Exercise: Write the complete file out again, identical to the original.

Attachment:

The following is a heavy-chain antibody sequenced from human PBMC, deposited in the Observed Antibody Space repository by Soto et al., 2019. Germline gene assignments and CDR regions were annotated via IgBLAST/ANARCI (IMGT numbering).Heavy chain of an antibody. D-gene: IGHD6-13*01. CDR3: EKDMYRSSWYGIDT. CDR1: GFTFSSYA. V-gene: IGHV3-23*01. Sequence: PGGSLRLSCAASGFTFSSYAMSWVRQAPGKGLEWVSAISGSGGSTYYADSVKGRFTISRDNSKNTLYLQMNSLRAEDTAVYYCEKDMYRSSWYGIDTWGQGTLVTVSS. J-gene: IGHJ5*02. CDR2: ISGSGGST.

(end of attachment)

The following is a heavy-chain antibody sequenced from human PBMC, deposited in the Observed Antibody Space repository by Soto et al., 2019. Germline gene assignments and CDR regions were annotated via IgBLAST/ANARCI (IMGT numbering).Heavy chain of an antibody. D-gene: IGHD6-13*01. CDR3: EKDMYRSSWYGIDT. CDR1: GFTFSSYA. V-gene: IGHV3-23*01. Sequence: PGGSLRLSCAASGFTFSSYAMSWVRQAPGKGLEWVSAISGSGGSTYYADSVKGRFTISRDNSKNTLYLQMNSLRAEDTAVYYCEKDMYRSSWYGIDTWGQGTLVTVSS. J-gene: IGHJ5*02. CDR2: ISGSGGST.